The functional reconstitution of the voltage-regulated Na channel purified from the electroplax of Electrophorus electricus is described. Reconstitution was achieved by removing detergent with Bio-Beads SM-2 followed by freeze-thaw-sonication in the presence of added liposomes. This preparation displayed heat-stable binding of 3H-labeled tetrodotoxin (TTX) (K(d) = 33 nM). 22Na+ influx was stimulated 2- to 5-fold by alkaloid neurotoxins and blocked by TTX. Veratridine activated Na+ influx with a K 1/2 of 18 μM, and this activation was blocked by TTX precisely in parallel with specific [3H]TTX binding. Batrachotoxin stimulated 22Na+ flux more effectively than did veratridine. No effect of the peptide anemone toxin II was found. Insertion of the Na channel into membranes resulted in 60-70% of the TTX-binding sites facing the vesicle exterior. Thus, external TTX partially inhibited flux, whereas blockade was complete when TTX was also equilibrated with the vesicle interior. The lipid-soluble local anesthetics tetracaine and dibucaine inhibited flux completely. QX-222, a charged derivative of lidocaine, blocked only a fraction of the channels, apparently those oriented inside-out. Purified samples were predominantly composed of the M(r) 260,000-300,000 glycopeptide but contained variable quantities of smaller peptides. Veratridine-dependent flux and peptide compositions were determined on fractions across a gel filtration column profile. Stimulated flux codistributed only with the large peptide.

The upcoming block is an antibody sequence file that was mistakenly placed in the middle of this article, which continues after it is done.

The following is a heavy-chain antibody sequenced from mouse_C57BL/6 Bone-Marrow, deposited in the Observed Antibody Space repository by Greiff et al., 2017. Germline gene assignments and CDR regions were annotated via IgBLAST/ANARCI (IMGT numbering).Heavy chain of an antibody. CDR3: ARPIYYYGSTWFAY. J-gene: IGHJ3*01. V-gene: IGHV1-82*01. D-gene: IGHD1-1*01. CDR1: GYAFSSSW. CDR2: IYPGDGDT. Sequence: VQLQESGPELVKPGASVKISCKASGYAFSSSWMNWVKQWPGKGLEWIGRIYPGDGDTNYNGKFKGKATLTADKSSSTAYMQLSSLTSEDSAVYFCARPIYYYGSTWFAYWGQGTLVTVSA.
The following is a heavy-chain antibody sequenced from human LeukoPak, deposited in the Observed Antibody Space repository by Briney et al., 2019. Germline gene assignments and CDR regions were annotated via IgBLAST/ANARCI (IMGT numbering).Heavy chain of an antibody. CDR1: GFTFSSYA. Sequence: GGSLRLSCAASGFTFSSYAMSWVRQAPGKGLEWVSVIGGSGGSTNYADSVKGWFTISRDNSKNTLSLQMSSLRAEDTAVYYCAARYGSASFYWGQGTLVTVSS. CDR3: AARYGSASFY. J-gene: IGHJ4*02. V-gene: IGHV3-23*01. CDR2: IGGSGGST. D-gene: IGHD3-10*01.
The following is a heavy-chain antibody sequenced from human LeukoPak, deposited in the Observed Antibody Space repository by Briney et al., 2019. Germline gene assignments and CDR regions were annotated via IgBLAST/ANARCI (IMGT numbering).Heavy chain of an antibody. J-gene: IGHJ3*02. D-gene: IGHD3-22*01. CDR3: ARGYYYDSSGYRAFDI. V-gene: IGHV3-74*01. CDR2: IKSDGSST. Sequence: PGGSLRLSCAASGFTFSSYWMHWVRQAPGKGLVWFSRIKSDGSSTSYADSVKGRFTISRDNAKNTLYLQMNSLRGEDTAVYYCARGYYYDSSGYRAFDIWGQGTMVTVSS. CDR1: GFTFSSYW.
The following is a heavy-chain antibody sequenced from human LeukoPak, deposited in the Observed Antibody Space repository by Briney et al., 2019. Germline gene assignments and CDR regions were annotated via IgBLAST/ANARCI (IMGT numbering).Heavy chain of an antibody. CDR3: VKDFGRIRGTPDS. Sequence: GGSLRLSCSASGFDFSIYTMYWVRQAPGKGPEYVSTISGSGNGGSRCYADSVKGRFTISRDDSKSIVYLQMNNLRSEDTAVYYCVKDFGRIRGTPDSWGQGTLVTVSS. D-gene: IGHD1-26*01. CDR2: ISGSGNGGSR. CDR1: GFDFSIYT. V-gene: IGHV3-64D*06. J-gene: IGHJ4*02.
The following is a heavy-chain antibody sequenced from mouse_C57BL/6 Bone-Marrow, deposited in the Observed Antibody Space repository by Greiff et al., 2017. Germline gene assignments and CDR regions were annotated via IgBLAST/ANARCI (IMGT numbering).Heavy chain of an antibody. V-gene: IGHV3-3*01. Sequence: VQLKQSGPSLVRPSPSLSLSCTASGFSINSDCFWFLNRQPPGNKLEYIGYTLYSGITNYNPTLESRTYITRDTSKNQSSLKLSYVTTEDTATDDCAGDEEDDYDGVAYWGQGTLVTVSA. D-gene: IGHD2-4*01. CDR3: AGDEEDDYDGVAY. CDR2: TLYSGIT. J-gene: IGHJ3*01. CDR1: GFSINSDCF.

|Number of pages
|Proceedings of the National Academy of Sciences of the United States of America
|Published - 1984
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